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Feeding selectivity in leaves of wild chimpanzees, Bossou, Guinea : the role of phytochemistry.

Hiroyuki Takemoto
Primate Research institute, Kyoto university

     Plant chemistry plays an important part in the food choice of primates. However, because animals probably seek out a different chemical component for each category of food item they ingest (fruit for sugar, leaf for protein, pith for water, and so on), it is difficult to interpret food choice in all food categories using the same chemical components. For chimpanzees, which are basically frugivorous, a number of studies have analyzed their fruit eating behavior. In contrast, little is known about the relationship between leaf eating behavior and plant chemistry.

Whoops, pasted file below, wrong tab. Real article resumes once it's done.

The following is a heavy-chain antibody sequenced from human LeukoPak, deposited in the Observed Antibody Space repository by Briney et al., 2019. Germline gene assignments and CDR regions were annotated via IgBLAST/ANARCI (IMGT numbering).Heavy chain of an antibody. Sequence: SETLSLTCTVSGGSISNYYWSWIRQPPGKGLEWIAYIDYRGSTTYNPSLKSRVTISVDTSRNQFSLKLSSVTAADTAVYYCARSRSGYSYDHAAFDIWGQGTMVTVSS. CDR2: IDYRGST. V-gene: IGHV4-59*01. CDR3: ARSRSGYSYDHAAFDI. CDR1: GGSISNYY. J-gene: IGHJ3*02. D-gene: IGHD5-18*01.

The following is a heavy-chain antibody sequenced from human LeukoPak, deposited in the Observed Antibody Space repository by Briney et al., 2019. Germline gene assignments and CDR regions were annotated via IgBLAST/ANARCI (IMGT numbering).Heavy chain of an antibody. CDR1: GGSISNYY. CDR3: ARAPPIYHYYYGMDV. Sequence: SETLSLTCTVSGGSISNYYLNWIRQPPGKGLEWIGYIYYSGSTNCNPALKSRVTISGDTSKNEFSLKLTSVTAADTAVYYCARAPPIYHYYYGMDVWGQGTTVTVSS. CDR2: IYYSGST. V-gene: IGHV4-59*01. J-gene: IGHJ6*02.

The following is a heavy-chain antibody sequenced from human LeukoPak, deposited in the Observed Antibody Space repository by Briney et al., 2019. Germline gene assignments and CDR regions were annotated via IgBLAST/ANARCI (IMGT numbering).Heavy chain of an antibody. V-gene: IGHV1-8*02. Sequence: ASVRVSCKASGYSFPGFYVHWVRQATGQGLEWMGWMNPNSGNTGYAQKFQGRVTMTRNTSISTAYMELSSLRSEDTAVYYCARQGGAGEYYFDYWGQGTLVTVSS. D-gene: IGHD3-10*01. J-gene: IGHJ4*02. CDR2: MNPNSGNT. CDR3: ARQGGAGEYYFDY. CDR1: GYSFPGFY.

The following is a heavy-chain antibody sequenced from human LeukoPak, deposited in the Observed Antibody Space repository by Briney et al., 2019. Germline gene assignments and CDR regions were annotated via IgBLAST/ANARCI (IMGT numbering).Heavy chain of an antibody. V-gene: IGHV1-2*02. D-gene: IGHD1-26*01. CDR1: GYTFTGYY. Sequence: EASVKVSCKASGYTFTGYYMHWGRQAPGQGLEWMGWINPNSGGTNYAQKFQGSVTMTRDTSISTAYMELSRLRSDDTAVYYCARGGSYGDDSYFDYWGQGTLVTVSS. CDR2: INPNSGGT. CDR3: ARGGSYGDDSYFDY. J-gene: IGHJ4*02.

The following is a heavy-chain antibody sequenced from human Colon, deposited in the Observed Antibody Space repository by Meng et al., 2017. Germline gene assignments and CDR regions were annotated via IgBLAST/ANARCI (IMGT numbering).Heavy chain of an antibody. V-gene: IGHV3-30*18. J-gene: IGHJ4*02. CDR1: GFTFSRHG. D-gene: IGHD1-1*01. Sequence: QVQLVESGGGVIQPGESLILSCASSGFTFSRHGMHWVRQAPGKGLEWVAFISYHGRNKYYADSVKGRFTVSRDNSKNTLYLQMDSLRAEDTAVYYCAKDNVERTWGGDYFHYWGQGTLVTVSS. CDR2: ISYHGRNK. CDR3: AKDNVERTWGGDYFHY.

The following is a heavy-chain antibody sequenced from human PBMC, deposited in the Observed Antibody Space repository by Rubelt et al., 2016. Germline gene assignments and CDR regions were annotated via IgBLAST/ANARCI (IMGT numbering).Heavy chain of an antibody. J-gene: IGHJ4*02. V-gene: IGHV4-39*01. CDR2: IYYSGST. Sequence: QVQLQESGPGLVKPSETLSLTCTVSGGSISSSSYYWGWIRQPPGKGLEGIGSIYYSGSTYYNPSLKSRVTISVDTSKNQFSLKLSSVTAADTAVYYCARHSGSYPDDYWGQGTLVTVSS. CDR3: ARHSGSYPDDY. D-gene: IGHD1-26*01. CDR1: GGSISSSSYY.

In this study, I examined phytochemically the components of leaves from tree species to access the criteria of leaf food choice by chimpanzees. Field data were collected for 8 months from 1995 to 1996. Time budgets of leaf eating, relative dominance and young leaf abundance were estimated each month for each tree species. Phytochemical analysis of dried plant material consisted of tests for crude protein, crude fat, neutral detergent fiber, ash, and condensed tannin content.
     It was found that 1) leaves eaten contained a significantly higher ash content and lower condensed tannin content than leaves not eaten., 2) feeding selectivity of leaves was related to crude protein and fiber content. Consequently, it seems reasonable to suppose that there is are different phytochemical relationships between edible and non-edible versus,prefered or not prefered leaf food. Protein and fiber content does not appear to be a relavant criteria for chimpanzees when deciding what leaves to eat. Two main criteria, mineral and secondary compound content, were found to strongly influence the consumability of leaf material by chimpanzees.